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Preschool Perspective: Girls have long hair and boys have short hair, right?

Peace at Home September 21, 2019

Concerned mom submitted the following question to Peace At Home:

Feeling super disappointed as I write this… It’s the first week of Pre-K for my almost 5-year-old, and at drop off today, the teacher pulled Todd aside to let him know that our son was being mean to a little boy in his class yesterday. This particular boy has very long hair that he wears in a ponytail. Our son was telling him that he was a girl because he has long hair.

I am feeling so sad about this because we are trying hard to raise our boys to be accepting of others, even if they are different from them. I’m also feeling pretty angry that my kid was being mean. I feel that there is a difference between being curious about differences – which I would think would be a normal thing that is going on at this age – and making fun of those differences.

Cora Megan, MA, Peace At Home teacher offers a response:

Until about age of 6 or 7, children base gender perceptions entirely on broad assumptions of appearance. For example, anyone with short hair must be a boy and anyone with long hair must be a girl. Much of the conversation that happens around these topics in a Pre-K classroom revolve around simply trying to sort this stuff out, while learning how their words influence others.

I would not make a big deal out of this at home. I would focus on the facts: “Your teacher mentioned that you told your classmate with a ponytail that he was a girl. Tell me more about that.” Your child might respond something really innocent like “Yeah, because he has long hair and girls have long hair.” This opens up the opportunity for you to have a conversation about that. “Sometimes girls have short hair and boys have long hair. Sometimes boys wear pink and girls wear blue. It’s OK to be different. Next time you could ask, “are you a boy or a girl?”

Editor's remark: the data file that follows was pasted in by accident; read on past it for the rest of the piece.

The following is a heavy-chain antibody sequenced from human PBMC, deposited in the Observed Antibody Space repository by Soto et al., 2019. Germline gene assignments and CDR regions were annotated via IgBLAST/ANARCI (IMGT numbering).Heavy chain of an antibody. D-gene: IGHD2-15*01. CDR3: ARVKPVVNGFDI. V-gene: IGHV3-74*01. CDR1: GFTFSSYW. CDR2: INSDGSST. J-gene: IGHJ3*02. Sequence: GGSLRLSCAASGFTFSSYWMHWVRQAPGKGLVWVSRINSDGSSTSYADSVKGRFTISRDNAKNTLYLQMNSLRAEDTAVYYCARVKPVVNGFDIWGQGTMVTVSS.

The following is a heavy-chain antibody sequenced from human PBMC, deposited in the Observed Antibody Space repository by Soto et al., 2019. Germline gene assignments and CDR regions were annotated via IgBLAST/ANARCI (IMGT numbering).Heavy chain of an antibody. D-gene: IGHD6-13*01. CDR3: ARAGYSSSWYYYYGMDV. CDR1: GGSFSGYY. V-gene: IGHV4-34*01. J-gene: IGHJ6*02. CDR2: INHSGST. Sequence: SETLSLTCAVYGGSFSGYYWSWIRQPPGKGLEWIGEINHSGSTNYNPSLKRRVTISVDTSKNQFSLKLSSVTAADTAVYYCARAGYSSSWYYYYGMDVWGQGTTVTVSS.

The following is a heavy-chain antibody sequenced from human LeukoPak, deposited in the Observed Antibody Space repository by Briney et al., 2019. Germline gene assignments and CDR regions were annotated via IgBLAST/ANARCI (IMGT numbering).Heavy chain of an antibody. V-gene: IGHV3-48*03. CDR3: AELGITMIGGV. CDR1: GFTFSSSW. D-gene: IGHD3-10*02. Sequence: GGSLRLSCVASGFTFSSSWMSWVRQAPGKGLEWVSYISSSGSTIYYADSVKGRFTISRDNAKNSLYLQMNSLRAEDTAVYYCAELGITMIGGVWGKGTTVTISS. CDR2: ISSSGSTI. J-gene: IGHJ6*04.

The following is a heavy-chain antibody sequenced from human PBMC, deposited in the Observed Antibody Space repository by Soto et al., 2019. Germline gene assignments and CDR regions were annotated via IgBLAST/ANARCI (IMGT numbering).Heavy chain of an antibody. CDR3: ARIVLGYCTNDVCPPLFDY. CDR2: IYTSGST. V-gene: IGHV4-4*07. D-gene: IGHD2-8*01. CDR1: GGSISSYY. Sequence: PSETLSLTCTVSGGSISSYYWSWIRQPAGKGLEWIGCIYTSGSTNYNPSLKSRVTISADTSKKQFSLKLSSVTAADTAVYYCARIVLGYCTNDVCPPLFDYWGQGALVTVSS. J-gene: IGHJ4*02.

You could also pose to your child, “When you said he was a girl, how do you think that made him feel?” This is an opportunity to encourage empathy and explore the cause and effect of your child’s words.

We (parents and teachers) have a tendency to project our own adult emotions and perceptions onto very simple child interactions, when the best response is usually to stay unemotional and matter-of-fact. Be careful not to jump to conclusion that your child was being mean, and assume that he was being a typical 4 year old, trying to figure out how this very interesting world works!

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